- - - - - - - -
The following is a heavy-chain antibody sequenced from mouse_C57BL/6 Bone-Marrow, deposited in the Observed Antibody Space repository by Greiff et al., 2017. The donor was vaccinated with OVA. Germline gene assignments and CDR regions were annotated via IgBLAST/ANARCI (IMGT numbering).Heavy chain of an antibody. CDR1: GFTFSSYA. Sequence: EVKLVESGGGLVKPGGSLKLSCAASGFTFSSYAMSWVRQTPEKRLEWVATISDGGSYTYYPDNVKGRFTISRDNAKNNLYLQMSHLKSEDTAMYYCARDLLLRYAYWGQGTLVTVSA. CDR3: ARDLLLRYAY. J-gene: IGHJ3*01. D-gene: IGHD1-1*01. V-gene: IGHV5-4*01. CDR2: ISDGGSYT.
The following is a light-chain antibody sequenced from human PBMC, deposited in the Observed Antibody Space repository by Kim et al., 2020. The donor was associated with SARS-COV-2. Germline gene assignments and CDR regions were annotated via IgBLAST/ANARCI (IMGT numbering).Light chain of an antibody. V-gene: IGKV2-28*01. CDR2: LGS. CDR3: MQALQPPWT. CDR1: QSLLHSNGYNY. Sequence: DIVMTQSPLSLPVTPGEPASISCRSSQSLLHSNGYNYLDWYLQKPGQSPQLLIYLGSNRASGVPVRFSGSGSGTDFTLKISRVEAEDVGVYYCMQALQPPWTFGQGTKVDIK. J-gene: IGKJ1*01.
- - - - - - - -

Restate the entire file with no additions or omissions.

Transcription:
The following is a heavy-chain antibody sequenced from mouse_C57BL/6 Bone-Marrow, deposited in the Observed Antibody Space repository by Greiff et al., 2017. The donor was vaccinated with OVA. Germline gene assignments and CDR regions were annotated via IgBLAST/ANARCI (IMGT numbering).Heavy chain of an antibody. CDR1: GFTFSSYA. Sequence: EVKLVESGGGLVKPGGSLKLSCAASGFTFSSYAMSWVRQTPEKRLEWVATISDGGSYTYYPDNVKGRFTISRDNAKNNLYLQMSHLKSEDTAMYYCARDLLLRYAYWGQGTLVTVSA. CDR3: ARDLLLRYAY. J-gene: IGHJ3*01. D-gene: IGHD1-1*01. V-gene: IGHV5-4*01. CDR2: ISDGGSYT.
The following is a light-chain antibody sequenced from human PBMC, deposited in the Observed Antibody Space repository by Kim et al., 2020. The donor was associated with SARS-COV-2. Germline gene assignments and CDR regions were annotated via IgBLAST/ANARCI (IMGT numbering).Light chain of an antibody. V-gene: IGKV2-28*01. CDR2: LGS. CDR3: MQALQPPWT. CDR1: QSLLHSNGYNY. Sequence: DIVMTQSPLSLPVTPGEPASISCRSSQSLLHSNGYNYLDWYLQKPGQSPQLLIYLGSNRASGVPVRFSGSGSGTDFTLKISRVEAEDVGVYYCMQALQPPWTFGQGTKVDIK. J-gene: IGKJ1*01.